The refusal to gather anti-gay marriage signatures in some Catholic parishes is not about sidestepping the controversy. It's about confronting it, Danny Westneat says.

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One pastor figured his whole congregation might bail. Another worried about alienating gay kids.

And a third wrote a defiant message in this Sunday’s church bulletin (defiant for a priest, anyway). It called out the Catholic Church’s top-down penchant for “obedience without dialogue” and “authority without rationale.”

What a week it was in local religion and politics.

I doubt anyone was too surprised that some local Catholic parishes refused to gather signatures for anti-gay-marriage Referendum 74, as their archbishop had urged them to do.

But what I found fascinating — and hopeful — were the reasons they gave for not going along. They didn’t try to sidestep the gay-marriage controversy. No, these parishes were downright rebellious.

At St. Joseph’s in Seattle, the Rev. John Whitney, S.J., said that he couldn’t in good conscience allow signature gathering. In a bit of a broadside in this Sunday’s church bulletin, he writes that Catholic leadership seems deaf to the spirit of its own people, who, he implies, could teach the bishops a thing or two about acceptance of gays and lesbians.

“The leadership of the church sometimes confronts the world as an enemy of the Spirit,” he wrote. “The church needs greater humility and openness.”

At St. James — the cathedral church of the Seattle archdiocese — the Rev. Michael Ryan said he canceled any signature-gathering by the Catholic men’s organization Knights of Columbus because he thought his flock might revolt in a Mass no-show.

“I decided to take a pre-emptive strike … thinking that many of my parishioners would either boycott Mass this coming Sunday or that they would arrive in a white heat,” Ryan told the National Catholic Reporter. “I have received 115 responses — when none were required or even expected! — and fully 110 of them have been strongly supportive of my decision. And I mean strongly supportive!”

Likewise, at St. Mary’s in Seattle, the pastoral-life coordinator said in a statement that “I fear the collection of signatures would be hurtful and divisive to our parish.”

“I am particularly concerned about our youth who may be questioning their own sexual identity and need our support at this time in their lives.”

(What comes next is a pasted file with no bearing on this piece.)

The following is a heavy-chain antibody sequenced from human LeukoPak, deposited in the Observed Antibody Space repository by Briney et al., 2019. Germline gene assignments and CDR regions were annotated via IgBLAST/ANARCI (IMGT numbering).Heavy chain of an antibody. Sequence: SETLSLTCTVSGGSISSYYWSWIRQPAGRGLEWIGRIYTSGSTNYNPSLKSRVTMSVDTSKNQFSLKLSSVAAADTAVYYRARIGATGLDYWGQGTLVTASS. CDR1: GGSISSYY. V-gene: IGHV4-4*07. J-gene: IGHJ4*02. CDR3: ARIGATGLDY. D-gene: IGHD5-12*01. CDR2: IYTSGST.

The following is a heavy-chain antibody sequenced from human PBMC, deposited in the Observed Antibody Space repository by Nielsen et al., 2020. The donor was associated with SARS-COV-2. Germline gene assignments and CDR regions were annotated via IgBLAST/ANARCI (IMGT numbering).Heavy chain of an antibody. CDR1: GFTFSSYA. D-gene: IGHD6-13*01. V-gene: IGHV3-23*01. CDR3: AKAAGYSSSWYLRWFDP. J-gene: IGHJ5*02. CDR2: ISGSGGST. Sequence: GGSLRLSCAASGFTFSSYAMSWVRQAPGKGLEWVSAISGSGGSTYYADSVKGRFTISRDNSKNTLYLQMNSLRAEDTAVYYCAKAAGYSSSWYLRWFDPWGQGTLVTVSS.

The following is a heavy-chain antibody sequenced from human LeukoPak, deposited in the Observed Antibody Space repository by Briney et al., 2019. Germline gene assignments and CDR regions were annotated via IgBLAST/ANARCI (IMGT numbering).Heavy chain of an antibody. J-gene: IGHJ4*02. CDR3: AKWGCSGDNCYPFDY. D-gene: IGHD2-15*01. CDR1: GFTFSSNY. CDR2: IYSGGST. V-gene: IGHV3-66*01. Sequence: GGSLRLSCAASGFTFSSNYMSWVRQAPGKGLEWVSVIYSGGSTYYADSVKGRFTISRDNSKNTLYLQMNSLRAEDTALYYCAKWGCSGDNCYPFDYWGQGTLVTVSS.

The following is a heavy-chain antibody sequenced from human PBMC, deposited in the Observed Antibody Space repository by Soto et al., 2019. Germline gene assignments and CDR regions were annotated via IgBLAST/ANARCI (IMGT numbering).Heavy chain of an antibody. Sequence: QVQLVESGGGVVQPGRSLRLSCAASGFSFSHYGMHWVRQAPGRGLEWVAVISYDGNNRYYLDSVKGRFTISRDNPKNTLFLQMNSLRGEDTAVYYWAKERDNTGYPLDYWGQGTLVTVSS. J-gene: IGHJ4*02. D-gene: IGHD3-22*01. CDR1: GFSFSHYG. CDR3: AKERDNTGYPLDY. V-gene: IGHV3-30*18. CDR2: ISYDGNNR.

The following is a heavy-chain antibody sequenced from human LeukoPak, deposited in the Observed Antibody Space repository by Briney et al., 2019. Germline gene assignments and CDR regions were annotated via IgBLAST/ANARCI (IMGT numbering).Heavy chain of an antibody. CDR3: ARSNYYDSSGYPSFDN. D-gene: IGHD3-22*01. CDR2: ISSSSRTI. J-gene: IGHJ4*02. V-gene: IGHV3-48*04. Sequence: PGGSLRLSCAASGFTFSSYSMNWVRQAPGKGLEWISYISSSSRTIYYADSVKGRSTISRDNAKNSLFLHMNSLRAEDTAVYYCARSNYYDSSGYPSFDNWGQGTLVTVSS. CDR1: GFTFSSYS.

In other words: Humanity, some of which happens to be gay, is the lifeblood. Not this political campaign.

It’s never easy to resist your own group, especially openly (though the priests all stressed that the church had not ordered them to distribute petitions, only encouraged it). This episode makes me think highly, once again, of the Catholics — for the way they allow one another to struggle with this stuff.

A leader of Referendum 74, Joseph Backholm, wrote to say all the focus on Catholics is overblown.

“Just thought you should know that at least 1,500 non-Catholic churches have also agreed to take petitions for their churches.”

It’s a fair point. The referendum is likely to make the ballot regardless. That some Catholic churches are contesting their own leadership over gays getting marriage licenses won’t mean much in a tactical sense.

But symbolically, I bet it turns out to be huge. Maybe another dam breaking.

Barbara Guzzo is the parishioner at St. Mary’s who got this little rebellion going by speaking out against the archbishop’s campaign. She said she’s often asked how she hangs in there with a church that seems afflicted with an “institutional deafness” (as Whitney dubbed it in his Sunday bulletin).

“My answer is: because it’s a human institution,” Guzzo said. “I mean it took the Catholic Church 400 years to acknowledge we were wrong on Galileo! But eventually we did do it. We did say, ‘Oops, we were wrong.’ “

She’s not saying that’s coming again anytime soon. But this is how the change often starts. From the inside out.

Danny Westneat’s column appears Wednesday and Sunday. Reach him at 206-464-2086 or